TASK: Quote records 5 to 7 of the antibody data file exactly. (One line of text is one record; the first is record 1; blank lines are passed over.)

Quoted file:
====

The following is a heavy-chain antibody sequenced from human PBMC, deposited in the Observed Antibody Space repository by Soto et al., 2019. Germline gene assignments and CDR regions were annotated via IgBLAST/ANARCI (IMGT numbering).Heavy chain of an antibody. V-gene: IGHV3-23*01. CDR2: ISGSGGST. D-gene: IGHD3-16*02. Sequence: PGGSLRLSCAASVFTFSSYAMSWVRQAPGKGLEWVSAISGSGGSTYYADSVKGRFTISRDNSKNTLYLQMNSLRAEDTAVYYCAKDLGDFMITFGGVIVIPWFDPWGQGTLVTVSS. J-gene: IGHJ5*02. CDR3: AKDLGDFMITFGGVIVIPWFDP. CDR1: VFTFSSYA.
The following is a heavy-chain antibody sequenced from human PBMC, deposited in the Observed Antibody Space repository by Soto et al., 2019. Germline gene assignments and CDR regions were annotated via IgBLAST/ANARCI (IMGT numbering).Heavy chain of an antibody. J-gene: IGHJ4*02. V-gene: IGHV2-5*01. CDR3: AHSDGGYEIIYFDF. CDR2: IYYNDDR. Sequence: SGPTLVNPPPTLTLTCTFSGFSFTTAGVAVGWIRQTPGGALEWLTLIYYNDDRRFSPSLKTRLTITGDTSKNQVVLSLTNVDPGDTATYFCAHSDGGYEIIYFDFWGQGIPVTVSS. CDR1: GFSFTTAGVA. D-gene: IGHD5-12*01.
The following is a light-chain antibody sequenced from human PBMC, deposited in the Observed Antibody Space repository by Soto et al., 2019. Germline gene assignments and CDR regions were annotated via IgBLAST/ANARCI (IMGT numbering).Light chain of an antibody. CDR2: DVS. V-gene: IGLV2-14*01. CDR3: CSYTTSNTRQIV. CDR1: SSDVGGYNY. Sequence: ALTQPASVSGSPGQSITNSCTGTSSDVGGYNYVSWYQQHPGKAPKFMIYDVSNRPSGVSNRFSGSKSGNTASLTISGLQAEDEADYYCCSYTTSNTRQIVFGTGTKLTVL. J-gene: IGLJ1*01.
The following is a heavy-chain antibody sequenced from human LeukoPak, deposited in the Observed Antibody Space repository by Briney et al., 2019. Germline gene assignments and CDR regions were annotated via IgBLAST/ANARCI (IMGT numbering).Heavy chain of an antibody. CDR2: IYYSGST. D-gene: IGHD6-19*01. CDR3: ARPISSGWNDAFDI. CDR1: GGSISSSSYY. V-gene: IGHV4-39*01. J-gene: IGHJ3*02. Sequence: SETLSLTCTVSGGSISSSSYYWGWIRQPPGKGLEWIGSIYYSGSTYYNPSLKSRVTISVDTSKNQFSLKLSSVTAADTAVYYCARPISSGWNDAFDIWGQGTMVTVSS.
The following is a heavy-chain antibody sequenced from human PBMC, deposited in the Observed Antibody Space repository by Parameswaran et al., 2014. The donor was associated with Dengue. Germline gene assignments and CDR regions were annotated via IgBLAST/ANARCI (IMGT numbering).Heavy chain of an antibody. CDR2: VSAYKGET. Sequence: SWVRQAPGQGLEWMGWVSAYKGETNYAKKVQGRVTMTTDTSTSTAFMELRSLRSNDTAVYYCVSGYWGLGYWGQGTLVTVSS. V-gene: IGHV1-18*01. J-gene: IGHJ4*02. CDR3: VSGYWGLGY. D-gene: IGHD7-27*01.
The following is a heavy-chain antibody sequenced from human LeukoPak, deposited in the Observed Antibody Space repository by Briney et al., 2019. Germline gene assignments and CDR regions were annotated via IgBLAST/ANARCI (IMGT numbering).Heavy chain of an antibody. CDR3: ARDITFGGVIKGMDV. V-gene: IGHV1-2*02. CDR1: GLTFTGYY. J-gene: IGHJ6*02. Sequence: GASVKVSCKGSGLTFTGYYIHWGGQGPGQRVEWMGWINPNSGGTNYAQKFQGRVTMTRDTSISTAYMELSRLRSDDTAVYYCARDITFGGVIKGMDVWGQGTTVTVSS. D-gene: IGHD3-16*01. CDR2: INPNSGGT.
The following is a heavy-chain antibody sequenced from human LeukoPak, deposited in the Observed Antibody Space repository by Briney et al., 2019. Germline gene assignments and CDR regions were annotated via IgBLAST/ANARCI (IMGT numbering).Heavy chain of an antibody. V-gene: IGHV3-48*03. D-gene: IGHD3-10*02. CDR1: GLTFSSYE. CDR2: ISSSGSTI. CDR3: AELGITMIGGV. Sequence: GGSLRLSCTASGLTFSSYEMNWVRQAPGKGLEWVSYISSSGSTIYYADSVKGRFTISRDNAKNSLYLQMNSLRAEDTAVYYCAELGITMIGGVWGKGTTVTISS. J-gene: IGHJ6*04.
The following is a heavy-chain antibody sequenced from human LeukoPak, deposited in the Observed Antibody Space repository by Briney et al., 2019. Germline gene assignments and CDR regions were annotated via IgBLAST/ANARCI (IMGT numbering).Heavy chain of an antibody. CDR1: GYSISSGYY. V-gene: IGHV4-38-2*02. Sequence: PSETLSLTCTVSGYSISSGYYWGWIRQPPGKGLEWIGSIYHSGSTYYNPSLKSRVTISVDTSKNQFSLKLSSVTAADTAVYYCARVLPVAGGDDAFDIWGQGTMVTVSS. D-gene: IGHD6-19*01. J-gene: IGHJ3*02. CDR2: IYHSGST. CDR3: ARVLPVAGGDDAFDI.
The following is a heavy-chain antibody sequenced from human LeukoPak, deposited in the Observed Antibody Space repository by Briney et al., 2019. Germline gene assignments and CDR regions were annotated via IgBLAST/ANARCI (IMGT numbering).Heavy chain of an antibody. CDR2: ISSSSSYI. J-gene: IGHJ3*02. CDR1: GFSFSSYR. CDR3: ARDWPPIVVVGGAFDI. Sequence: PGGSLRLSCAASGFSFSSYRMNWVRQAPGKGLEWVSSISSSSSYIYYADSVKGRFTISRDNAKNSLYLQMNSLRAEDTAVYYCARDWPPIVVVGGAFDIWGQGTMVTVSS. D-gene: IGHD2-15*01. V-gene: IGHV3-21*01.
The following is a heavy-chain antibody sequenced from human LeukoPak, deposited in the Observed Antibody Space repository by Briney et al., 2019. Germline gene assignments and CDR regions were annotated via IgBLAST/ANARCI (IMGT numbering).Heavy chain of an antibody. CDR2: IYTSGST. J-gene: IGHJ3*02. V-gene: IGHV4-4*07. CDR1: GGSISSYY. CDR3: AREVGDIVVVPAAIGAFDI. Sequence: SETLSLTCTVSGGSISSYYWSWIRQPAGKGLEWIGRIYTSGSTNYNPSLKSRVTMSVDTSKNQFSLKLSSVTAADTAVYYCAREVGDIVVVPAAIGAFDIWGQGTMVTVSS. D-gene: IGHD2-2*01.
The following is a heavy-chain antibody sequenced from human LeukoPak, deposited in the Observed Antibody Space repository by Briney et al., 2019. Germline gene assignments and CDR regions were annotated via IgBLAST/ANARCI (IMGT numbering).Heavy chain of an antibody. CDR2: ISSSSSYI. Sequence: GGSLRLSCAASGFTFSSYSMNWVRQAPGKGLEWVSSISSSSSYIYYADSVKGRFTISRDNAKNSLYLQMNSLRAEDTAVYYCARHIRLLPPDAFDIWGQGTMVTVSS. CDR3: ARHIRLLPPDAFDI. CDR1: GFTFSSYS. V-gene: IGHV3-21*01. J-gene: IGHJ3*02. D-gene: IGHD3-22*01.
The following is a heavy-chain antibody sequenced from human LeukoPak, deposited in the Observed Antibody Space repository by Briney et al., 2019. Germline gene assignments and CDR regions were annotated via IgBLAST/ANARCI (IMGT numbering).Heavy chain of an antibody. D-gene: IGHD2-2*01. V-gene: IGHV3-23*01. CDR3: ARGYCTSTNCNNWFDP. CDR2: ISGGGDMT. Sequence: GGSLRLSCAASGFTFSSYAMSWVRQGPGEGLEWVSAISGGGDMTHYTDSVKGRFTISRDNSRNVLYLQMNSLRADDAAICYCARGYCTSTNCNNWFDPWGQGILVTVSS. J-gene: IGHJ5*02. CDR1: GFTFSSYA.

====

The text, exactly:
The following is a heavy-chain antibody sequenced from human PBMC, deposited in the Observed Antibody Space repository by Parameswaran et al., 2014. The donor was associated with Dengue. Germline gene assignments and CDR regions were annotated via IgBLAST/ANARCI (IMGT numbering).Heavy chain of an antibody. CDR2: VSAYKGET. Sequence: SWVRQAPGQGLEWMGWVSAYKGETNYAKKVQGRVTMTTDTSTSTAFMELRSLRSNDTAVYYCVSGYWGLGYWGQGTLVTVSS. V-gene: IGHV1-18*01. J-gene: IGHJ4*02. CDR3: VSGYWGLGY. D-gene: IGHD7-27*01.
The following is a heavy-chain antibody sequenced from human LeukoPak, deposited in the Observed Antibody Space repository by Briney et al., 2019. Germline gene assignments and CDR regions were annotated via IgBLAST/ANARCI (IMGT numbering).Heavy chain of an antibody. CDR3: ARDITFGGVIKGMDV. V-gene: IGHV1-2*02. CDR1: GLTFTGYY. J-gene: IGHJ6*02. Sequence: GASVKVSCKGSGLTFTGYYIHWGGQGPGQRVEWMGWINPNSGGTNYAQKFQGRVTMTRDTSISTAYMELSRLRSDDTAVYYCARDITFGGVIKGMDVWGQGTTVTVSS. D-gene: IGHD3-16*01. CDR2: INPNSGGT.
The following is a heavy-chain antibody sequenced from human LeukoPak, deposited in the Observed Antibody Space repository by Briney et al., 2019. Germline gene assignments and CDR regions were annotated via IgBLAST/ANARCI (IMGT numbering).Heavy chain of an antibody. V-gene: IGHV3-48*03. D-gene: IGHD3-10*02. CDR1: GLTFSSYE. CDR2: ISSSGSTI. CDR3: AELGITMIGGV. Sequence: GGSLRLSCTASGLTFSSYEMNWVRQAPGKGLEWVSYISSSGSTIYYADSVKGRFTISRDNAKNSLYLQMNSLRAEDTAVYYCAELGITMIGGVWGKGTTVTISS. J-gene: IGHJ6*04.